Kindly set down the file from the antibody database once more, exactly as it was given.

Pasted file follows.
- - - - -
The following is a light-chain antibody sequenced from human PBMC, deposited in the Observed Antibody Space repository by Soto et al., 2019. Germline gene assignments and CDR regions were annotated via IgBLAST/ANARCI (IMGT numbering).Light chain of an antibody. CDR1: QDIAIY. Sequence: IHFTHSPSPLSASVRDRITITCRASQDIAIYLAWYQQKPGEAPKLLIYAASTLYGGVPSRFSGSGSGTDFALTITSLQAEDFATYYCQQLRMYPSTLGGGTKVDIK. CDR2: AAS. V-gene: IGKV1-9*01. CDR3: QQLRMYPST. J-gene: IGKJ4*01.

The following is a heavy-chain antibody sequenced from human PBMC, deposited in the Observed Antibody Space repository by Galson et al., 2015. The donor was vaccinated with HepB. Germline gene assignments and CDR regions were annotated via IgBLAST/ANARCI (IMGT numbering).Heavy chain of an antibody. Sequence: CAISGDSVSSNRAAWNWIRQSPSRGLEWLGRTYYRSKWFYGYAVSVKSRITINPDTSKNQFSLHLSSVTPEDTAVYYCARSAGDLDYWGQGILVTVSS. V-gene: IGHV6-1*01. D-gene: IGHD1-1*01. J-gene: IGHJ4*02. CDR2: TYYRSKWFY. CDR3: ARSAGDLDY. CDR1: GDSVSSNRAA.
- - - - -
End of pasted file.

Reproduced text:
The following is a light-chain antibody sequenced from human PBMC, deposited in the Observed Antibody Space repository by Soto et al., 2019. Germline gene assignments and CDR regions were annotated via IgBLAST/ANARCI (IMGT numbering).Light chain of an antibody. CDR1: QDIAIY. Sequence: IHFTHSPSPLSASVRDRITITCRASQDIAIYLAWYQQKPGEAPKLLIYAASTLYGGVPSRFSGSGSGTDFALTITSLQAEDFATYYCQQLRMYPSTLGGGTKVDIK. CDR2: AAS. V-gene: IGKV1-9*01. CDR3: QQLRMYPST. J-gene: IGKJ4*01.

The following is a heavy-chain antibody sequenced from human PBMC, deposited in the Observed Antibody Space repository by Galson et al., 2015. The donor was vaccinated with HepB. Germline gene assignments and CDR regions were annotated via IgBLAST/ANARCI (IMGT numbering).Heavy chain of an antibody. Sequence: CAISGDSVSSNRAAWNWIRQSPSRGLEWLGRTYYRSKWFYGYAVSVKSRITINPDTSKNQFSLHLSSVTPEDTAVYYCARSAGDLDYWGQGILVTVSS. V-gene: IGHV6-1*01. D-gene: IGHD1-1*01. J-gene: IGHJ4*02. CDR2: TYYRSKWFY. CDR3: ARSAGDLDY. CDR1: GDSVSSNRAA.